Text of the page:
I rise to support the Vegetation Management (Reinstatement) and Other Legislation Amendment Bill. From the outset I want to acknowledge the work of so many people in my community of Springwood who have been passionately spreading the word about the need to reinstate vegetation management laws in this state. People have been out letterboxing, hosting stalls, turning out to meetings and spreading the word online. I have been around politics a long time and I have been involved in campaigning for a while longer, but rarely have I seen people in any community, with such little prompting, throw themselves so heavily behind an important cause.
This is an issue that people in my neighbourhood care deeply about. I want to congratulate everyone who has been getting the message out there for turning their passion into action. There is no question what is driving that passion. It is a commitment to maintaining our forests, it is a commitment to saving the reef and it is a commitment to maintaining and growing the hundreds of thousands of jobs that depend on this state’s natural environment. The LNP’s repealing of Queensland tree-clearing laws was an act of environmental vandalism. The regime that we had in place, implemented by the previous Labor government, was nation leading. Queensland was a leader when it came to climate action. Now, thanks to the LNP, we are leading the nation on emissions from deforestation—emissions that will have a lasting impact on the reef for generations to come.
Let us be clear about the reckless and arrogant behaviour of the Newman government, which doubled Queensland’s annual tree-clearing rate. We are now seeing 300,000 hectares of vegetation cleared each and every year. This is vandalism—sheer vandalism.
Just the other day, I took my kids, Charlie and Scarlette, for a wander through Daisy Hill forest in my electorate of Springwood. We walked through the giant eucalyptus trees and we talked about how animals live and find food in the forest, about all the creatures, the big and the small, that make up this amazing ecosystem. We also talked about how the climate is changing and what this means for their future, what it means for the animals that live in Daisy Hill, what it means for their habitat, as my daughter pointed out, what it means for the beaches, what it means for characters like Nemo and Dory and their home, the Great Barrier Reef. We all decided it would be best to avoid these impacts.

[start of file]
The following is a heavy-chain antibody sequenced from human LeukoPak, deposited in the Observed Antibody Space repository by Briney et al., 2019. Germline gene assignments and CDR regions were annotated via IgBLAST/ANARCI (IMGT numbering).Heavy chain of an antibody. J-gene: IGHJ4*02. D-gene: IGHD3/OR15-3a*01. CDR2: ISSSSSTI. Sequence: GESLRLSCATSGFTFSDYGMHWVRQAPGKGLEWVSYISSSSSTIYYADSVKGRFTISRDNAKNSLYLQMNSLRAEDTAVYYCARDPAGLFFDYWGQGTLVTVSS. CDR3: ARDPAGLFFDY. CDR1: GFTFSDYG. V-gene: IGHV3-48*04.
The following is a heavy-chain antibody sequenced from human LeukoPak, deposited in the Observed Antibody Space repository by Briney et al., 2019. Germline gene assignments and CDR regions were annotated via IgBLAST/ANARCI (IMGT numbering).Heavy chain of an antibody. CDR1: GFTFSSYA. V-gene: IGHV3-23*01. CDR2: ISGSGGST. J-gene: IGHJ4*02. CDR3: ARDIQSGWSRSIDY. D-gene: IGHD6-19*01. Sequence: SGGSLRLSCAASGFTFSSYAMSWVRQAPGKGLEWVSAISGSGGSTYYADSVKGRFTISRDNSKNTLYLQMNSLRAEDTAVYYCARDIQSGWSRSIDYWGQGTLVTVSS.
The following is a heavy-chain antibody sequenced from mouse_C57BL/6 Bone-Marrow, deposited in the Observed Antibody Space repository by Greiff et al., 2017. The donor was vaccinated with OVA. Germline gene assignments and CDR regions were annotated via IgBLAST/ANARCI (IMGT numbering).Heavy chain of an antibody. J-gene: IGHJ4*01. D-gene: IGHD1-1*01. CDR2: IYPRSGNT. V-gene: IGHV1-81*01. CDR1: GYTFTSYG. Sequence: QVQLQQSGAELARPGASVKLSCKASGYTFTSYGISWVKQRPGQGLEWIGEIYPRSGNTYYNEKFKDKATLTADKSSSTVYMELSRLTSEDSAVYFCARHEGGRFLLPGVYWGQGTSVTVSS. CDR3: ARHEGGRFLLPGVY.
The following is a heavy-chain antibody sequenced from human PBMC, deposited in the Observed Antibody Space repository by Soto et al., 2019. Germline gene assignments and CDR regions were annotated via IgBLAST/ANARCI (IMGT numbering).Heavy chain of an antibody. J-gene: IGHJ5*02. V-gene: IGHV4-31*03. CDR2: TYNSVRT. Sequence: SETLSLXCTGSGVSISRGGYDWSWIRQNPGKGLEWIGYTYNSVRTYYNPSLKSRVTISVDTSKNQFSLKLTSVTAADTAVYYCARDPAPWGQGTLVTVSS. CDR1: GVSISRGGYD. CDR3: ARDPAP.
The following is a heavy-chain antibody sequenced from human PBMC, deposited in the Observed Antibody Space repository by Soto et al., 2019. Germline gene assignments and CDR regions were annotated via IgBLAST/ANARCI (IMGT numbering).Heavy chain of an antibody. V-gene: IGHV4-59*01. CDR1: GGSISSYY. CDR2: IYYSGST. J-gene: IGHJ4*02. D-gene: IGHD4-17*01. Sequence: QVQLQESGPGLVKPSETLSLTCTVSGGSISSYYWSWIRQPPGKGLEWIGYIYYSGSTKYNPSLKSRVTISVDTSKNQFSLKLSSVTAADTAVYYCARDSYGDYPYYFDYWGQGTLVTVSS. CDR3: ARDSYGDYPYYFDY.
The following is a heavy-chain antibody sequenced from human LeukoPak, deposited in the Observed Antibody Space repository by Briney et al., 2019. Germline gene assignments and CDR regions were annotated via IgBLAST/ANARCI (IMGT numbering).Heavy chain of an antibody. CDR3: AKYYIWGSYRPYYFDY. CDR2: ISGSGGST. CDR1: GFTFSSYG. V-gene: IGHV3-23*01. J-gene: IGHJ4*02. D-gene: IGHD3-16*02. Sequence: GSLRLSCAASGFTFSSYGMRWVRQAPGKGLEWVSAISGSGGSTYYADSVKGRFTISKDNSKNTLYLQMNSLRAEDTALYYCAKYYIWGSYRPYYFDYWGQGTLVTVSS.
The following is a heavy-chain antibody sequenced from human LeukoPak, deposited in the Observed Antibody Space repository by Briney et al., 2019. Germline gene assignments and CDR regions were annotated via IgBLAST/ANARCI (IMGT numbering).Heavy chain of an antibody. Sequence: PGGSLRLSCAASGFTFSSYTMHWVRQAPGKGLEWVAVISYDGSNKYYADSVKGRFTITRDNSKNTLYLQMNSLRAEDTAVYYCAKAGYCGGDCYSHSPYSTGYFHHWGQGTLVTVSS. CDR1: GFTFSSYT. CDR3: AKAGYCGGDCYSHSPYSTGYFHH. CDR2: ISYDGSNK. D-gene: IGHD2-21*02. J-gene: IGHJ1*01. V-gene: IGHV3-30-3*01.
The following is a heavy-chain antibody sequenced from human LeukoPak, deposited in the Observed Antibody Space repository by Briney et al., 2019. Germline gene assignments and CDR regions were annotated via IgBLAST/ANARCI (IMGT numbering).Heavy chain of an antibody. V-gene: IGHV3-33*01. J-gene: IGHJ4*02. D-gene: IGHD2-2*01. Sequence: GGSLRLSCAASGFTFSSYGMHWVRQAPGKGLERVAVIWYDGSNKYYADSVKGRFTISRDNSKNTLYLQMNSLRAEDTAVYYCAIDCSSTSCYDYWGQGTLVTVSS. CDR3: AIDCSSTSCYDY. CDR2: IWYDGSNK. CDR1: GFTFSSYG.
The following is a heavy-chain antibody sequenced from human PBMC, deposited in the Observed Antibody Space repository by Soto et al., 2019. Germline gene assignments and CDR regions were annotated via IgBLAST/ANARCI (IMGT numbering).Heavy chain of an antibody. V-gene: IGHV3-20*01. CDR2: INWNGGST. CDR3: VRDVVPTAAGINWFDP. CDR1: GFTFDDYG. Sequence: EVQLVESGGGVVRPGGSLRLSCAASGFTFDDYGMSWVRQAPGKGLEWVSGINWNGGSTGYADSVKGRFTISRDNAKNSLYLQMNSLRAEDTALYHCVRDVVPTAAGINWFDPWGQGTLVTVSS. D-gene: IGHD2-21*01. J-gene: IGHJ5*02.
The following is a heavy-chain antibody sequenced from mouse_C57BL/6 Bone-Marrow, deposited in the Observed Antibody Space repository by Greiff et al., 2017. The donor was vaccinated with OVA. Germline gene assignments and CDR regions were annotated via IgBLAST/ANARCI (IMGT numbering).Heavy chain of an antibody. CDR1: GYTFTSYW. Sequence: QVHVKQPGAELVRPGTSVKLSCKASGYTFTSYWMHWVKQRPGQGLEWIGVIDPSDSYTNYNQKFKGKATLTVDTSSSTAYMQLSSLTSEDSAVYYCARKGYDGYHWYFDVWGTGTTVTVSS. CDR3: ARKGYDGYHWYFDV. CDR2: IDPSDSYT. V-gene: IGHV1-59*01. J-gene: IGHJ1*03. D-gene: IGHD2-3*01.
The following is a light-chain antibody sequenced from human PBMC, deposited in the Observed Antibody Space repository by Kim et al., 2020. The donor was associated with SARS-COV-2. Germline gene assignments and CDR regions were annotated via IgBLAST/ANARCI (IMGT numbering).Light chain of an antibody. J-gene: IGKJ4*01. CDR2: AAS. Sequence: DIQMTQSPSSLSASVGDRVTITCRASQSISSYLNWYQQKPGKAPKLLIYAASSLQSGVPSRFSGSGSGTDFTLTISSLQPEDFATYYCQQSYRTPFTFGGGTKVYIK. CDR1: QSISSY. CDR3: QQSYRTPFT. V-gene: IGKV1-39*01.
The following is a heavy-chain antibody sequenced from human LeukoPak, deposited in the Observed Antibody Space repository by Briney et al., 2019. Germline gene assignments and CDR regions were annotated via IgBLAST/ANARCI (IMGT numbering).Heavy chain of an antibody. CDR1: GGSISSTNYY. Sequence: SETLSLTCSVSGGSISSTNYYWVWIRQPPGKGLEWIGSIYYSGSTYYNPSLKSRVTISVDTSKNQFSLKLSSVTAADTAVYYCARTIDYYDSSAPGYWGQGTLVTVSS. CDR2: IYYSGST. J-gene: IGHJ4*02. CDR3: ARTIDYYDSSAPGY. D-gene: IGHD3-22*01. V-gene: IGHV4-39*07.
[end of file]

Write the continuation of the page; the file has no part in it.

Almost all of the work that we do in this place has a direct impact on people’s lives. Sometimes, such as tonight, the matters that we are called on to decide have a much more lasting significance. The LNP’s decision to strip away Labor’s land-clearing protections was an act of intergenerational warfare. It was a direct attack on the living standards of our children and of their children. Now we have an opportunity to make things right, to do things right by the generations to come.
Labor has a proud record when it comes to environmental protection, from the Whitlam government legislating the Great Barrier Reef Marine Park and stopping Joh from drilling into the reef to the Goss government stopping logging on Fraser Island and nominating it for World Heritage status, right through to the Bligh Labor government making Queensland a leader on renewable energy with the highest uptake of rooftop solar in the world. Let’s contrast that with those opposite.
Last night we discovered that the opposition environment spokesman is not willing to accept that humans are causing climate change. We have an opposition leader who thinks that solar power is for latte sippers. Let’s not forget the member for Burleigh, who was worried that the newly deemed world surfing reserve on the Gold Coast—an important recognition of the Gold Coast environment and the jobs it supports—might affect economic development. How absolutely ridiculous! The conservatives in this state have become so reactionary that even the mere thought of conservation sends them into conniptions. It was not always this way. The Liberal Party in Queensland used to, at least on occasion, think about the future. All we have now is the National Party, and their same old environmental vandalism.
I will turn for a moment to the Great Barrier Reef. The Great Barrier Reef is another ecosystem at risk due in large part to land clearing in this state. It is riparian vegetation that keeps sediment and pesticides on land and out of the reef. If that vegetation is destroyed, it is like pulling the stopper out of a bottle of poison; all the bad stuff is going to flow freely, straight into the ocean. The reef attracts 1.9 million visitors, injects $6 billion into our economy annually and supports 69,000 jobs. Each of these jobs is at risk because of the LNP’s reckless environmental vandalism. I have said it before in this place and I will say it many times again, conservation equals jobs. We made a promise at the last election to the people of Queensland that we would reinstate Labor’s nation-leading vegetation management and protection laws. This bill fulfils that promise and will return the valuable environmental protections that Queenslanders voted for in 2015. I commend the bill to the House.